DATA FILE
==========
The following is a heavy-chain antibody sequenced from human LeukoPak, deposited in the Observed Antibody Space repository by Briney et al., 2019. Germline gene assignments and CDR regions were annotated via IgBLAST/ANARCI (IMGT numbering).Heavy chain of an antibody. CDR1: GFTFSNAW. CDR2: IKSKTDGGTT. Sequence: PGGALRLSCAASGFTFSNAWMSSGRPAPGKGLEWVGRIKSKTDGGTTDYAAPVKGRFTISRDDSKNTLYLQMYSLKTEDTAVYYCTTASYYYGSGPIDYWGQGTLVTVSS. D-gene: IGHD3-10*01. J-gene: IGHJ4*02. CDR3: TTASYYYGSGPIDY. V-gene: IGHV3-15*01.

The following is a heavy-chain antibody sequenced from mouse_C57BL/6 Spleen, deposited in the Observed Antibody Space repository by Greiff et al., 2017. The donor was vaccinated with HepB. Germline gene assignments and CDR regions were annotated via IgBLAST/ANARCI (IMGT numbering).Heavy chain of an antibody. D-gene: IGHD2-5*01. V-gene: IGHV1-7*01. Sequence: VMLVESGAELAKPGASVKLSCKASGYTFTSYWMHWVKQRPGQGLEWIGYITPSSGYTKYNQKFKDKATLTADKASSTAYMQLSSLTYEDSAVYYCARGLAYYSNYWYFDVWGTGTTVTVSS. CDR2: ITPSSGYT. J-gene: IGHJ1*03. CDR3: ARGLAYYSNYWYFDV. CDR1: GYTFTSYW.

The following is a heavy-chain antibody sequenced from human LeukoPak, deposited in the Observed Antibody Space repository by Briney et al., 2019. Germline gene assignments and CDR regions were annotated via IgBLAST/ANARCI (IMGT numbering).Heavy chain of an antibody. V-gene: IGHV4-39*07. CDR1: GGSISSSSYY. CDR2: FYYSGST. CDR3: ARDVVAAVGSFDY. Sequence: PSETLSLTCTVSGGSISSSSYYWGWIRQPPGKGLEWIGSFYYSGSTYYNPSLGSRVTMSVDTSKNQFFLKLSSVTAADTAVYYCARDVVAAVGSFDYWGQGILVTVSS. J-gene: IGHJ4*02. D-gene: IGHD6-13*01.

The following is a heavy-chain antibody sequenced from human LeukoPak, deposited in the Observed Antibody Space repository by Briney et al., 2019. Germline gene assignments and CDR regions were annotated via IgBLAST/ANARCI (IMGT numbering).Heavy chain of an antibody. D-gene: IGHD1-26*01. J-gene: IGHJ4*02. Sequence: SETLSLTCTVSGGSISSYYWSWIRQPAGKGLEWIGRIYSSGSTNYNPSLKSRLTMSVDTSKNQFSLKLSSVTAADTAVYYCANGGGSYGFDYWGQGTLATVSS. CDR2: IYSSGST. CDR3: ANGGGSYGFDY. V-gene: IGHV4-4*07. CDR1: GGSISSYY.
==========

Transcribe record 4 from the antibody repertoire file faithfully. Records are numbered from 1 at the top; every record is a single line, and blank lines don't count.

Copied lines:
The following is a heavy-chain antibody sequenced from human LeukoPak, deposited in the Observed Antibody Space repository by Briney et al., 2019. Germline gene assignments and CDR regions were annotated via IgBLAST/ANARCI (IMGT numbering).Heavy chain of an antibody. D-gene: IGHD1-26*01. J-gene: IGHJ4*02. Sequence: SETLSLTCTVSGGSISSYYWSWIRQPAGKGLEWIGRIYSSGSTNYNPSLKSRLTMSVDTSKNQFSLKLSSVTAADTAVYYCANGGGSYGFDYWGQGTLATVSS. CDR2: IYSSGST. CDR3: ANGGGSYGFDY. V-gene: IGHV4-4*07. CDR1: GGSISSYY.